Quote
My question to you is: Why hasn't the Vatican not only spoken out against the violence committed towards the Orthodox but also, why hasn't the Vatican apologized for past atrocities? 

If they did apologise, would the Orthodox accept it?   
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« Reply #53 on: February 28, 2014, 10:00:38 AM »

I cannot recall any situation when the Orthodox have not come out and spoken out against any violence.

Such exist. 

Ever seen how homosexuals are treated in Russia? It can be scary at times.
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« Reply #54 on: February 28, 2014, 10:03:46 AM »

As a result of the violent actions of Greek Catholics in the 80's and 90's Orthodox believers had been deprived of their churches and their rights are still trampled on.

It all began with Rome's self appointed papal authority. Prior to the events in July 1054, the Byzantine Churches in Southern Italy were forced to accept the Latin Rite. Pope Leo sent Cardinal Humber and legates to Constantinople to meet with Patriarch Cerularius. There were tone two meetings. During the first Cardinal Humbert and his legates acted very disrespectful towards the Patriarch and because of this the Patriarch refused the second meeting. Quite annoyed Cardinal Humbert and his legates entered Hagia Sophia, which was filled with worshippers, interrupted the Liturgy, entered the alter, made accusations against the Patriarch and placed the bull of excommunication on the alter table. Since then there has been a pattern.

1204-the 4th Crusade sacks Constantinople. Latins set up their own Patriarch, to compete with the Orthodox. This was to take place in the other Orthodox Patriarchates.
1211-Venetian Crusaders conquer Byzantine Crete.
1281-Pope Martin IV authorizes a crusade against the re-established Byzantine Empire in Constantinople.
1924-15- Austro-Hungarian Empire eradicates Orthodox believers. Many are sent to concentration camps. Talerhof and Terezin.
1938-Volhynia Western Ukraine, the Polish government oversaw the destruction of hundreds of Orthodox Churches and hundreds more were turned over to the Latin Rite. This was occurring all over the Carpathian Mountain regions in Poland, Czechoslovakia and Western Ukraine.
1943-44 Hundres of Orthodox priests eliminated and tortured by the Organization of Ukrainian Nationalists, aided by "U" Metropolitan Josyf Slipyj. During this time was also the zenith of the papist persecution in Poland by Polish Catholics against the Orthodox faithful.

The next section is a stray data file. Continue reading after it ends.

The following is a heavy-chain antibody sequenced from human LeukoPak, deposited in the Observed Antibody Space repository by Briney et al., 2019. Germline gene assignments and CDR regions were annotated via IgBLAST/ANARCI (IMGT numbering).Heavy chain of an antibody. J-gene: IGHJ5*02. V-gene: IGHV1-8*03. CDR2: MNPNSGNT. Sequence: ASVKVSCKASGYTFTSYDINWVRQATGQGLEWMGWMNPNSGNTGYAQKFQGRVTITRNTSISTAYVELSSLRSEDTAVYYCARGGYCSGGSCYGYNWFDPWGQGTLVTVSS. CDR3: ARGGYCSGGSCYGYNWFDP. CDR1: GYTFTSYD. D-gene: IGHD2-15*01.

1940's- The Serbian Orthodox massacre.

History is repeating itself today in the Ukraine. With both the nationalist tendencies of the Eastern Rite Catholics and the Ukrainian Separatists, they are con tuning their crusade against everything that is Russian and Orthodox. Blame Moscow for the past atrocities under communist rule.

Hey, I'm all about Orthodoxy being great and everything, but this kind of historical tunnel vision is dangerous and disturbing. If you can't see the wrongs on the Orthodox side in your time line then there is really no hope of ever reconciling or having a meaningful discussion with all of these other Christians.
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« Reply #55 on: February 28, 2014, 11:32:17 AM »

I only met a Melkite (well, actually an RC that was going to change rites) once that came to my parish and stayed for coffee hour.  He was all about being "orthodox in communion with Rome" and telling the few of us that were there, including our Deacon, that there was no difference and we should all have communion together.  I'm sure he's not wholly representative of all Melkites and other eastern Catholics, but I wasn't going to bother to test the waters.
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« Reply #56 on: February 28, 2014, 03:19:02 PM »

  Let's be clear it wasn't the government that provoked the violence, it was those individuals that wanted nothing to do with Russia and everything to do with the West.
Well, that was my question as to why this was not clear to the Synod of the Ukrainian Orthodox Church of the Moscow Patriarchate (UOC-MP) which  condemned the “criminal actions of the government that provoked the bloodshed on the streets and squares of the gold-domed Kyiv” ?
http://risu.org.ua/en/index/all_news/state/national_religious_question/55476/


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« Reply #57 on: March 01, 2014, 09:00:49 AM »